An oil painting sponsored in 1934 by the WPA depicts John Marsh examining his wheat crop as Volvon Indians work his land. The site around the Stone House has been used by humans since before the construction of the Egyptian Pyramids. (Photo courtesy of ECCHS) 

The Volvon and John Marsh

In the 1820’s Mount Diablo was called by the Spanish Padres Sierra de los Bolgones, apparently because the Volvons held sway in its eastern canyons. They were a hill people who seem to have ranged in the upper reaches of what became known as Marsh Creek.

 

The natural resources of this terrain suggest to scholars that the Volvons may have migrated up and down the drainages throughout the season, building a series of temporary villages. Their proximity to the pass between the Livermore Valley and the San Joaquin Valley may have provided them a strategic trading location. 

 

Native life changed radically with the coming of the Spanish missions to the Bay Area. The mission at San Francisco was formed in 1775 and the mission in the San José area was founded in 1797. Between 1804 and 1806 a third of the Volvon people went to Mission San Francisco and Mission San José. Many Volvon escaped the missions and lived elsewhere and carried on their traditions.

 

Tragically, over half the Volvon at Mission San José died just one year later in a measles epidemic. The surviving adults intermarried with other neighboring tribes at the mission. Only 13 Volvon children were born at the mission between 1806 and 1840.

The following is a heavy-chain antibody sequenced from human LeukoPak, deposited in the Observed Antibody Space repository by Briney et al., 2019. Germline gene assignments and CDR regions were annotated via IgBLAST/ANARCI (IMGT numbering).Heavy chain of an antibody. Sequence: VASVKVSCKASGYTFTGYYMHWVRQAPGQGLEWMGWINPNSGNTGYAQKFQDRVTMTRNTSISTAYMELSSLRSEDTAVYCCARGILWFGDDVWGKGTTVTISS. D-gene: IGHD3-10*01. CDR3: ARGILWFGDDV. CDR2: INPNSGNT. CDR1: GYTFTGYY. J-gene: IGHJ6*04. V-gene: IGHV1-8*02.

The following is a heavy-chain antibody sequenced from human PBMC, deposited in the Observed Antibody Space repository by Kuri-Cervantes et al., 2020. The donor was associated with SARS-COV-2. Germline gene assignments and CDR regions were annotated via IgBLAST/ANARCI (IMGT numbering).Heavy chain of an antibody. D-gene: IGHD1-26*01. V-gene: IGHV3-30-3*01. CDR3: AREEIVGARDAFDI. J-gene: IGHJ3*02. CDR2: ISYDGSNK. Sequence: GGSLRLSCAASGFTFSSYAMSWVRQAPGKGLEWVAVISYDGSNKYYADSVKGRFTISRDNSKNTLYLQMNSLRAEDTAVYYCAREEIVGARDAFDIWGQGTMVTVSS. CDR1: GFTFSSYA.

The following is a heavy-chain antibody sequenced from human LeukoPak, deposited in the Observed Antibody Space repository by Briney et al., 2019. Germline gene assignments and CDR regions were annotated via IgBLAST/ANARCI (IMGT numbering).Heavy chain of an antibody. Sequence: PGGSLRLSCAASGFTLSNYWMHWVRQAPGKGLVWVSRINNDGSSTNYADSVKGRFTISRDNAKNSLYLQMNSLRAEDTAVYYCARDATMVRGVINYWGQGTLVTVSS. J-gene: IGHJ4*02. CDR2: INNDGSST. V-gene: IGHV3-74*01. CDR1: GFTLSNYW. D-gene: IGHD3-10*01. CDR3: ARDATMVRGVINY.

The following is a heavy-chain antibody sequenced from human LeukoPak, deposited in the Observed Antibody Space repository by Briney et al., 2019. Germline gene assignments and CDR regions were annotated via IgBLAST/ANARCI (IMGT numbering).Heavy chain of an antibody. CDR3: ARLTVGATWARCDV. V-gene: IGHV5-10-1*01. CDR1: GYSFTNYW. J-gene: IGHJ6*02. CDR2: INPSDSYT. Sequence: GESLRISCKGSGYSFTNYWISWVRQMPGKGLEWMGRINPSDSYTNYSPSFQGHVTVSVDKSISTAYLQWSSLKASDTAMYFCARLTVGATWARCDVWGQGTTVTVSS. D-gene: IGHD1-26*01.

Within two years of his arrival in California, John Marsh had purchased Rancho los Meganos, a substantial Mexican land grant at the base of Mt. Diablo for $500.

 

When Marsh came to live on the rancho in the spring of 1838, he found a village of about 30 native Volvon people there.

 

Marsh Adobe Home

John Marsh’s Volvon neighbors built his four-room adobe near their village. He was still living in the adobe when he met and married Abigail Smith Tuck in 1851.

 

The Volvon labored on Rancho los Meganos, and Marsh provided medical care, food if needed, and some protection from other whites.

 

A letter from Abby Marsh to her parents in 1853 talked about how the Indian women adored and helped care for her baby, Alice, and provided her companionship, and she lamented when they had moved away.

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